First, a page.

Obesity Linked With Prostate Cancer Death

Overweight and obese men appear to have greater risks of dying from prostate cancer (PCa) than normal weight individuals following primary treatment with radical prostatectomy (RP), a new study finds. Although radiation and androgen-deprivation therapy were equally or more likely in these patients, salvage treatment did not confer a survival advantage.

“This does not imply obesity causes more aggressive PC[a]. Rather, obesity may be associated with other factors such as poor diet or lack of exercise, which we could not adjust for, which may explain this association,” Adriana Vidal, MD, of Cedars Sinai Medical Center in Los Angeles, and colleagues wrote …

Australian-first procedure gives hope for prostate cancer patients

AN Australian-first nerve grafting procedure is giving hope to the 7000 Australian men suffering the most common side effect of prostate cancer surgery each year.

The surgical removal of the prostate glands, a radical prostatectomy, is a curative procedure for most of the 10,000 Australian men who undergo this each year.

While life saving, the surgery can damage nerves and reduce sexual function in 70 per cent of men regardless of whether it’s performed as keyhole surgery, as an open procedure or by robots. Read more…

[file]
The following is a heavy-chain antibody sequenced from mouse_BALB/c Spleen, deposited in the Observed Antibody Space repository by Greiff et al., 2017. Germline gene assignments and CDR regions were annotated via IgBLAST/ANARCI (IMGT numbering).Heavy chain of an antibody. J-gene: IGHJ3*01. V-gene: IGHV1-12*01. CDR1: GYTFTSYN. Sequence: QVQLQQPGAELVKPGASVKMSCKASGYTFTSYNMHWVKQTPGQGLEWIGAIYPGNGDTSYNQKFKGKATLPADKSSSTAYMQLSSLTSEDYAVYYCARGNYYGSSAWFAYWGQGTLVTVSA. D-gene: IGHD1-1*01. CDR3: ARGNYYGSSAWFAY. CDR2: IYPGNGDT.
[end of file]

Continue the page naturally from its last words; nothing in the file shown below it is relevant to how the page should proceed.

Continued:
New mammogram technique 30 per cent more accurate in predicting breast cancer

A new technique for interpreting mammograms has been found to be 30 per cent more accurate at predicting breast cancer, researchers say.

Key points:

The new interpreting technique focuses on bright spots that show up in mammograms
Researchers gathered data from 350 women with breast cancer and about 1,000 women without cancer
One researcher says the new technique could “change mammographic screening across the world”

Currently, one in 12 Australian women will be diagnosed with breast cancer at some point in their lives.

The new technique, which focuses on bright spots that show up in a mammogram, could transform routine screening …

More women likely to have breast cancer screening after death of Rebecca Wilson

Cancer does not discriminate but community awareness of it does.

The luminous trail left by sports journalist Rebecca Wilson, who died from breast cancer on Friday, will include a new march of women to screening clinics, jolted by the reminder of their mortality.

Breast cancer is the most common cancer affecting Australian women, with 300 cases per 100,000 women, but survival rates are high when it is detected early.

The latest report card on breast screening from the Australian Institute of Health and Welfare showed the proportion of women aged 50 to 69 getting screened remained steady around 54 per cent between 2010 …

Join Our Mailing List